Rural Texans still need better broadband access


By Jennifer Dorsett

It’s no secret that when it comes to broadband access, rural residents are far behind their urban counterparts. According to the American Farm Bureau Federation, nearly 40 percent of rural Americans lack access to high-speed internet connections.

The Texas Legislature and Gov. Greg Abbott have been working to find solutions and improve access since a bill was passed last May creating the governor’s Broadband Development Council.

Helping in those efforts is South Texas cattle rancher and Texas Farm Bureau (TFB) member Lindsey Lee. She was appointed by Abbott in January as the council’s agricultural organization advocate.

“Agriculture is definitely my passion,” Lee, who lives on her family’s ranch in rural Jackson County, said. “I’m very honored and excited to support the governor on this initiative.”

COVID-19 upended plans to meet earlier in the year, so the council only recently had a first virtual meeting, where Lee was assigned to a subcommittee identifying the barriers to commercial and residential broadband in underserved areas.

It’s a topic Lee is eager to share more about with other council members who may not fully understand rural circumstances.

“In addition to working on the family ranch, I’m a farm and ranch realtor, and there are several areas where I have listings and sell properties that there’s minimal internet service,” she said. “Even where I live, my service is not all that great, so I understand the issue very, very well.”

While there is an overall need for better broadband access across the state, it’s especially evident in rural areas, Lee said. Dependable high-speed access can deliver telemedicine in areas that lack healthcare professionals, career opportunities and enhanced educational resources.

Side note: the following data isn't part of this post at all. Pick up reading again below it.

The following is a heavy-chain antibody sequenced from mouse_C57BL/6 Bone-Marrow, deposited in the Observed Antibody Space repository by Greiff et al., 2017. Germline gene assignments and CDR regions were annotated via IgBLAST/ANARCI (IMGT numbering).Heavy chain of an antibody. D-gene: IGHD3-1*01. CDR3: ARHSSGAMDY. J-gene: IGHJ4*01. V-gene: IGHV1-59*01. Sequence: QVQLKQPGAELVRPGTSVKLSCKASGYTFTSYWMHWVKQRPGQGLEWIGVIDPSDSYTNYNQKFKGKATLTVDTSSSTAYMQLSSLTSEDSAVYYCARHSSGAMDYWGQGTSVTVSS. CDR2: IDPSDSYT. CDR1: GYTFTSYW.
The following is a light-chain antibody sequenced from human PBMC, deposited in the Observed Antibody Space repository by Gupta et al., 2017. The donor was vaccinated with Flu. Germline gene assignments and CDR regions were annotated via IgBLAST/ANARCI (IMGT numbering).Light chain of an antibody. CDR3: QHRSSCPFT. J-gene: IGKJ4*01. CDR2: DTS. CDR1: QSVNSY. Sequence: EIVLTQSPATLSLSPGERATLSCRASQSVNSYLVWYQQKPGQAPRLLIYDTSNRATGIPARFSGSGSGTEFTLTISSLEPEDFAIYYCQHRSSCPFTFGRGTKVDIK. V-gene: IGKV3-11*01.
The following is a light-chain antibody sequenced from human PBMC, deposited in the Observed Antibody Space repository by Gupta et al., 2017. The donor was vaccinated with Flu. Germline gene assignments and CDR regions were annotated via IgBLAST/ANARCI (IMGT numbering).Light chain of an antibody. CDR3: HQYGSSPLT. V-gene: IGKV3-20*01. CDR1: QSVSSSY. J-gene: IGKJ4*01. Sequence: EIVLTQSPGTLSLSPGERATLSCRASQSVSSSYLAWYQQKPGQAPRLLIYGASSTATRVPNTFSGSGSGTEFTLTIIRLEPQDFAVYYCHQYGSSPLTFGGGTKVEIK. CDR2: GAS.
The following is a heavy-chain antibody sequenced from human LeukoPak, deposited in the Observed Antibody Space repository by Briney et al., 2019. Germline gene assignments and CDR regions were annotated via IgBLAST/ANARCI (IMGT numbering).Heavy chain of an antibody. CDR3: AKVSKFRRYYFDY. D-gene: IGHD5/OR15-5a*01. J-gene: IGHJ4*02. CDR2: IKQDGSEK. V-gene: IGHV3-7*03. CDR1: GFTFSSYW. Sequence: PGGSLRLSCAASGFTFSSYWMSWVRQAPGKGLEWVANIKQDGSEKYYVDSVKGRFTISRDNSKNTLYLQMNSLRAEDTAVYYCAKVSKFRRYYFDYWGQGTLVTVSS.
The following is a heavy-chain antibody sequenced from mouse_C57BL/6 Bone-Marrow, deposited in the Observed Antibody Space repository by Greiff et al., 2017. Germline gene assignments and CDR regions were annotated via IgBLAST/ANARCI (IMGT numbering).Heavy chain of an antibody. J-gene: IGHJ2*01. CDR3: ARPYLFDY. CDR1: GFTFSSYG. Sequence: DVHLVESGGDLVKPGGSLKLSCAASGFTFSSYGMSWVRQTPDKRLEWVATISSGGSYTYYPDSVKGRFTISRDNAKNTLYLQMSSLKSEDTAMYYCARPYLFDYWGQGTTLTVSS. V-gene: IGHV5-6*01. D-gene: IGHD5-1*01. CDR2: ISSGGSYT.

And while Lee has long been aware of the faults and frustrations of rural internet, the coronavirus pandemic has underscored the need for better access in her own life.

The real estate office where Lee works was closed at the beginning of the pandemic, but she continued to commute to town to work because her home internet speed proved incapable of handling the increased workload.

“For the first few weeks, we completely shut down our office,” she said. “Unless it was a contract signing, we didn’t allow people in the building at all. We were all trying to work from home, but I spent more time in the office than my coworkers because my internet access is so terrible.”

Access to rural broadband is critical for farmers, ranchers and rural communities to be more efficient, economical and responsive to market needs.

“I’m very much looking forward to tackling these issues and seeing what the council can do to increase broadband access for rural Texans,” Lee said.

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